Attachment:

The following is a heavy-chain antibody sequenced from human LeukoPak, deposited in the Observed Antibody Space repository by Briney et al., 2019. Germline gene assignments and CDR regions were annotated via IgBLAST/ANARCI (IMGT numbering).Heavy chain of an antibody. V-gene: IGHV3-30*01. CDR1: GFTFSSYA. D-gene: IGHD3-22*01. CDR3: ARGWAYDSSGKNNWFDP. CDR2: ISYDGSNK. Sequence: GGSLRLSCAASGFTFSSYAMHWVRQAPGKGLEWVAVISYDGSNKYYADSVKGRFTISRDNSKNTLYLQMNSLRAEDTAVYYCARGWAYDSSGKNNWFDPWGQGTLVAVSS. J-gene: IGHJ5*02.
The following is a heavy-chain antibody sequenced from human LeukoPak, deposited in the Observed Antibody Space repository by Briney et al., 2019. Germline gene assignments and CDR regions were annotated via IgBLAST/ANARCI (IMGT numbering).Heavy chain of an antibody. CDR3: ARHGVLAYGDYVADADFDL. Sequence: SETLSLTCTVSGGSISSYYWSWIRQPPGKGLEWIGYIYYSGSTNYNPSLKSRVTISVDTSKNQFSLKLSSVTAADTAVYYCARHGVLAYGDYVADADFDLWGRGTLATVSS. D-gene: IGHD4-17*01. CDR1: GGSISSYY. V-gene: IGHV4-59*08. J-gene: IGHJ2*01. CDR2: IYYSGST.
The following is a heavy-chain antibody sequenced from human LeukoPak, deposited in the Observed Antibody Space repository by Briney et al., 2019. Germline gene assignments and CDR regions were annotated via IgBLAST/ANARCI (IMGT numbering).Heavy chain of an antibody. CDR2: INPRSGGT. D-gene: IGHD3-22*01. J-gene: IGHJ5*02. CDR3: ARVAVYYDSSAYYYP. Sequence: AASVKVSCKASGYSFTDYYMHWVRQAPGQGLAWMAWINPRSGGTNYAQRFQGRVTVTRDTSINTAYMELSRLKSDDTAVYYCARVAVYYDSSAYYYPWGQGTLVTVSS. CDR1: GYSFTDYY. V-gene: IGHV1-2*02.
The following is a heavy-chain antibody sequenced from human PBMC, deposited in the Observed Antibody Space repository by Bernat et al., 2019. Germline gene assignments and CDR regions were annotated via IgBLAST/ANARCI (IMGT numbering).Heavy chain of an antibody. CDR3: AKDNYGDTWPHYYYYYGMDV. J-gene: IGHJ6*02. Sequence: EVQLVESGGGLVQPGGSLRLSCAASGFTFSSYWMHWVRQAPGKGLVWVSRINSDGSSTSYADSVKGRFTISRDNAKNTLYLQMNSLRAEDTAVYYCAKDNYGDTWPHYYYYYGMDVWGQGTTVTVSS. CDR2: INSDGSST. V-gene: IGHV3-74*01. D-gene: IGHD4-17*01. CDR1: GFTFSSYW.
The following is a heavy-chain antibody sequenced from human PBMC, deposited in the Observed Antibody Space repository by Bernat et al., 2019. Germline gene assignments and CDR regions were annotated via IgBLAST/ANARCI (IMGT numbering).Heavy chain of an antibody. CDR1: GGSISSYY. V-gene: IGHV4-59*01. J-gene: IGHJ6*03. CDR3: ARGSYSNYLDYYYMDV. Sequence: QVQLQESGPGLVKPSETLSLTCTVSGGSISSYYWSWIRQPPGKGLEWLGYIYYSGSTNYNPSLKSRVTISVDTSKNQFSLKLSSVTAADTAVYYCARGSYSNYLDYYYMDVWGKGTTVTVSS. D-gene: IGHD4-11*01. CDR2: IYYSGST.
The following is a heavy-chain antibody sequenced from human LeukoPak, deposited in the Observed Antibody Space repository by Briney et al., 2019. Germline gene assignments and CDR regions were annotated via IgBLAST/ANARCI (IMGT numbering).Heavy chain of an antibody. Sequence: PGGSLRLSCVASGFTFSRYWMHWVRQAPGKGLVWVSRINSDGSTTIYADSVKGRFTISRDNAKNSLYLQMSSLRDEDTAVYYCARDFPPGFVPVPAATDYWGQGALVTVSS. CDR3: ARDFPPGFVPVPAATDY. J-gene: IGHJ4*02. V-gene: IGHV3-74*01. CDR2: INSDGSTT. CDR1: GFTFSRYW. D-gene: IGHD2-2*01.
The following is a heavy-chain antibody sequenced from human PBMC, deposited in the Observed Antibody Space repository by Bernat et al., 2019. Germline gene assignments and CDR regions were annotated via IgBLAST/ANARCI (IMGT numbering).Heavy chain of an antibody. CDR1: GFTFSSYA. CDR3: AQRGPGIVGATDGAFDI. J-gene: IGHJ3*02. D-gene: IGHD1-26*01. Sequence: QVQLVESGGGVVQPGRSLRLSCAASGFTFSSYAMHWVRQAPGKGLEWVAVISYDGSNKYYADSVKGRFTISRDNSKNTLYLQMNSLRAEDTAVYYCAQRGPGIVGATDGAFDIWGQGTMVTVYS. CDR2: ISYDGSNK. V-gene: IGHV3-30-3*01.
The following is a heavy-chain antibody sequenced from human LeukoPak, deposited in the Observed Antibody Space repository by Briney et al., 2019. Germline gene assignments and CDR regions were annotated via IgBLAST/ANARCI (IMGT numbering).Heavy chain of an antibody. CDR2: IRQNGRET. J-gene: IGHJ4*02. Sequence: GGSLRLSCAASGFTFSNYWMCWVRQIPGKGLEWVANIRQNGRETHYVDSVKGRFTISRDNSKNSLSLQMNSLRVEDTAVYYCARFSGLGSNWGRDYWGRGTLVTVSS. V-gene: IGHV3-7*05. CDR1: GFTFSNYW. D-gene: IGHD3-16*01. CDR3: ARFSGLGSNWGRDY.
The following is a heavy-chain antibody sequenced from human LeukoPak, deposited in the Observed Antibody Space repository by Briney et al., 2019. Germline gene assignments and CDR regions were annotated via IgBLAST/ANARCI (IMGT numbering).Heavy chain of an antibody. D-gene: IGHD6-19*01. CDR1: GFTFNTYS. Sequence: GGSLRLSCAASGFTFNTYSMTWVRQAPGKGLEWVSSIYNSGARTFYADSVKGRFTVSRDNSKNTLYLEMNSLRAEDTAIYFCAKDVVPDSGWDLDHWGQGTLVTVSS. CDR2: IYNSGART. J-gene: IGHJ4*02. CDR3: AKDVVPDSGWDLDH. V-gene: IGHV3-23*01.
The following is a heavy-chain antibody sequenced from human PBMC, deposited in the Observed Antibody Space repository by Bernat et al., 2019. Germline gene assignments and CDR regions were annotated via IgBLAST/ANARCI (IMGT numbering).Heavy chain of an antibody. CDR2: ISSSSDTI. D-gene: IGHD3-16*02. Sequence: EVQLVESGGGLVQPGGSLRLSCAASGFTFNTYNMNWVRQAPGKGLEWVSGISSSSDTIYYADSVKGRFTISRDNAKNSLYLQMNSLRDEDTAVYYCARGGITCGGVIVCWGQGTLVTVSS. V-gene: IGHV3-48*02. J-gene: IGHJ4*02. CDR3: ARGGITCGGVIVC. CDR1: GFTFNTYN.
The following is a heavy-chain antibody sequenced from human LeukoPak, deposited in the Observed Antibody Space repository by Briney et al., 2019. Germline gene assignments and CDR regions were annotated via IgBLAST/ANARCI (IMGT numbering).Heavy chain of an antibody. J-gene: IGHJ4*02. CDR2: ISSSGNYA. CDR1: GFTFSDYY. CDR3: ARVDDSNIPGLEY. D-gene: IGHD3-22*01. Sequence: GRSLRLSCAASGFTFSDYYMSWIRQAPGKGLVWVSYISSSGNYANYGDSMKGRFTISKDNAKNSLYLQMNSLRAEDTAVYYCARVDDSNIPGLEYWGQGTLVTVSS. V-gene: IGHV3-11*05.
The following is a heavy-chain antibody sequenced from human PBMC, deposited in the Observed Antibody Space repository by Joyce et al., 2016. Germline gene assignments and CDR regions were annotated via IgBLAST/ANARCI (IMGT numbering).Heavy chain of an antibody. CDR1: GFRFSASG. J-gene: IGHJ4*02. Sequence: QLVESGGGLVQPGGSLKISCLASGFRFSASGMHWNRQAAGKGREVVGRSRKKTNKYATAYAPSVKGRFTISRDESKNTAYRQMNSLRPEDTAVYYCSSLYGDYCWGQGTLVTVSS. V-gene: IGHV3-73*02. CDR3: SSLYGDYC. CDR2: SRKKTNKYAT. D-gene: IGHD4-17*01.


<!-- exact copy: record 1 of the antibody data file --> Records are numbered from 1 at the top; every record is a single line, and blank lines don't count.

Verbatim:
The following is a heavy-chain antibody sequenced from human LeukoPak, deposited in the Observed Antibody Space repository by Briney et al., 2019. Germline gene assignments and CDR regions were annotated via IgBLAST/ANARCI (IMGT numbering).Heavy chain of an antibody. V-gene: IGHV3-30*01. CDR1: GFTFSSYA. D-gene: IGHD3-22*01. CDR3: ARGWAYDSSGKNNWFDP. CDR2: ISYDGSNK. Sequence: GGSLRLSCAASGFTFSSYAMHWVRQAPGKGLEWVAVISYDGSNKYYADSVKGRFTISRDNSKNTLYLQMNSLRAEDTAVYYCARGWAYDSSGKNNWFDPWGQGTLVAVSS. J-gene: IGHJ5*02.